Ironically, one of the most graceful forms of the automobile is typically one of the most difficult for manufacturers to master—the two-door coupe. Given the impracticality imposed by its very nature (four doors are easier to live with than two), a coupe must make up for its practicality deficit with generous helpings of both style and performance.
The German manufacturers Audi, BMW and Mercedes-Benz get this, and those company’s two-door offerings routinely do well in the marketplace as a result. Plus, in addition to style and performance, those models convey a sense of elegance and exclusivity.
After all, two-door models routinely cost more than their sedan counterparts as well—particularly when a folding roof accompanies those two doors. Priced as they are, these cars say about their owners; “Yes, they could afford the sedan, but they are obviously way too cool, youthful, and self-absorbed for four doors—thank-you-very-much.”
Lately, Japanese manufacturers have adopted the Germans’ formula by offering more performance in expensive and exclusive coupes. While the Infiniti G37 and Lexus IS Coupe have made inroads in the luxury realm, Honda’s Accord Coupe also enjoys a relatively strong following in the mainstream marketplace. Interestingly though, Toyota’s Solara coupe and convertible—while certainly nice cars in every sense of the phrase—struggled and were ultimately killed.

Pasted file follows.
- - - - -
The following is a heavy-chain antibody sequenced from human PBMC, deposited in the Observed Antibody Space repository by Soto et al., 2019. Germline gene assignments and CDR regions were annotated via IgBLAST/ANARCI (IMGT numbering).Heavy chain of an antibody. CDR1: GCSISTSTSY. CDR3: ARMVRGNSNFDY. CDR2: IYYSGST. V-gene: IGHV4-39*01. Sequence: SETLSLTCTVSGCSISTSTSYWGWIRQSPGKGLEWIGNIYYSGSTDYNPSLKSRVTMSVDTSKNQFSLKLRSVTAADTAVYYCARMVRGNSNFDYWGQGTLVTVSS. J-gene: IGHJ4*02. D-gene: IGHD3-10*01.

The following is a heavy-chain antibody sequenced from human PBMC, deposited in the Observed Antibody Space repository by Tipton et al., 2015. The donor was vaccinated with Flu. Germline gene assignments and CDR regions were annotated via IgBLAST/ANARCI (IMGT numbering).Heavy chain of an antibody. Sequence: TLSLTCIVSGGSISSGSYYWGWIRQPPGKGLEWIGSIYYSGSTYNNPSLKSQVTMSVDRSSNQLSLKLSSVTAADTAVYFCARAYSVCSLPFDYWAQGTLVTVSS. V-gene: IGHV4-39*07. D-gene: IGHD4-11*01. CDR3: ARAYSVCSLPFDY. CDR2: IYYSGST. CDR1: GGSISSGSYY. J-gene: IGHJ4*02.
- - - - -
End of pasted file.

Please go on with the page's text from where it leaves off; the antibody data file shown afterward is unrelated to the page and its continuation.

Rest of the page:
A number of reasons have been proffered for this; chief among them coupes are expected to be more performance-oriented than the sedans on which they’re based. In this regard the Solara was really little more than a re-bodied Camry with two less doors. So, while it had all of the virtues of smoothness and reliability the Camry was known for, it also had half the practicality and no performance reputation to fall back on.
Toyota officials say there is a possibility the model will return one day, but as of this writing (February, 2012), the only way to get a Toyota Solara is on the used car market.
Toyota produced two generations of the car, starting in 1999.